A Semester In Europe-Narrated by Daria
It was cold
*Rolls eyes at every memory of waiting at the Observetoire bus stop in 15 degree weather* When we first arrived, Strasbourg was freezing. The fresh snow was beautiful but the temperatures were no fun when we found ourselves stranded, tired, and cold on the way home because the buses stopped running after midnight, even though French people stay out all night. (Uber to the rescue)
Mom, I'm Alive
Being so far from friends and family was daunting at first: An hour into my study abroad experience, I found myself in the Frankfurt, Germany airport with a broken book bag, finding out that my luggage had taken a flight somewhere else without me. But after a few weeks, the whole situation was forgotten and I had to set reminders on my phone to call home.
Tarte flambée, anyone?
The first question everyone would ask was, "So what do you eat there?" Ironically, all of my favorite places to eat in Strasbourg were actually "international," and I ate way more pizza and burgers than I do when I'm at home. I know, I know: "But you were in France!" Welp.
The traditional dish of the region is Tarte Flambée (or Flammkuchen if you're German), basically a flat bread with extra cream, and it was served at literally every restaurant and happy hour.
No, I don't speak French. No, I didn't learn French while I was there. But, I can order a kebab *avec frites*, ask où est les toilettes?, and text s.v.p. like a true French person (ha). I got so used to not understanding the people around me that coming home and being surrounded by English was actually a major adjustment.
Well, duh. But for some reason, it felt like time shouldn't have been passing in the US while I was away. Unfortunately, it was: Every introduction was met with a Trump joke and there was no shortage of political rants about the utter nonsense going on back home. Here is some actual footage of me watching human rights, equality, and any last remnant of international respect for America go up in flames on Inauguration Day, (and really every day since then):
Traveling (The Best Part)
I found out that I could (barely) survive 12+ hours on a bus, that I have a mortal enemy in Paris (Pick-pocketers are the worst kind of humans), and that no matter how much I try to lay low, the universe will always find a way to broadcast that we are American tourists *Flashback to a metro machine in Budapest literally yelling at me to take my bills because the exchange rate is something insane like 1 USD to 300 HUF*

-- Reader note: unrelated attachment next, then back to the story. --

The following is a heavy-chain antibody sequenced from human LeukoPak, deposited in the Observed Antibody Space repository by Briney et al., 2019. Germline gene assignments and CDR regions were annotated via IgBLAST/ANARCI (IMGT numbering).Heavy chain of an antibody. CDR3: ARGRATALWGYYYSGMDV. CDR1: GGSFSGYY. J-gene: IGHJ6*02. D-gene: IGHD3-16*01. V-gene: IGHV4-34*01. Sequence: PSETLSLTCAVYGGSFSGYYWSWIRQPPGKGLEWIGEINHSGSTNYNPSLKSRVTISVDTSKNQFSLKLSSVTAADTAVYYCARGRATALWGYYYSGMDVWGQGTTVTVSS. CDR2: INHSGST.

History is Cool! (Until it isn't)
The one thing I love the most about Europe is the history. Living in a nearly 300 year old Château was an interesting experience-and a huge contrast to the places back home (where the equivalence is the history of Indigenous people, but we don't learn about it because we still think our history began in 1492...but anyway). With that awe came the realization that Hitler has walked in front of the Cathédrale Notre-Dame de Strasbourg that I love, the US secretly tucked away a major mishap involving chemical weapons in a coastal town in Italy, and while the Colosseum is amazing-I'm sure the people who were forced to fight to the death for entertainment wouldn't double tap the touristy pictures of you in front of it on Instagram.
Hostels R Us
For the broke and semi-adventurous: People told me crazy stories about their things being stolen or having annoying people in their room, but luckily I didn't have any hostel experiences that were bad, just strange. *Flashback to being woken up by a guy who we thought was dying, trying to pry open his mouth because we thought he was going to throw up in his sleep, only to find out he was actually choking on raisins*
Politics, Politics, and more Politics
My love/hate relationship with my major will always taunt me. Who has time to look up the "Top 10 Things To Do in Brussels" when you know this guy at home is trying to ban people from entering the country based on religion and innocent people will die as a result? (Cough, cough, I'm sorry, "ban travel from primarily Muslim countries"). Behold, my only regret from this semester: not going to the Women's March in Paris. Here's me at breakfast after promising not to check the news for a week:
Travel light, they said
Traveling light is great until you actually don't pack enough and have to wear that same black shirt for the 962349273rd time that week, because you convinced yourself that as long as you're wearing black, you'll blend in. By the end of the semester I looked at my closet and wanted to burn it all.
Plan for your plans to not be planned...you know?
The best days were the ones where we happened upon the most amazing sunset or when a failed beach day became one of my favorite days of the trip.
Going Out - sorta
If I had a euro for every time we bought wine and beer and made plans to go out...but didn't...
So while most of my classes were a waste of time (aka a woman standing in front of the room talking at me for 2 hours) , the few classes I enjoyed were discussion based. Long story short: no matter where you are, there's that guy in class who thinks more highly of his own opinion than anyone else in the room.
All Good things come to an end
After four and a half months of waiting for the 15 bus, impossible searches for a place to eat on Sunday, and a million chocolate croissants, it was time to leave Strasbourg and all the people who ate tarte flambée and made sub-par pasta with me.
Reverse culture shock is real-I need a support group
So after I got over the jet lag and answered 3 million questions with the same answers, I had the post semester blues (or mid-college-life-crisis?): It's summer! I'm a senior! I'm broke! What the hell am I doing with my life? So boohoo, I'm back in the US of A, but hopefully not for long!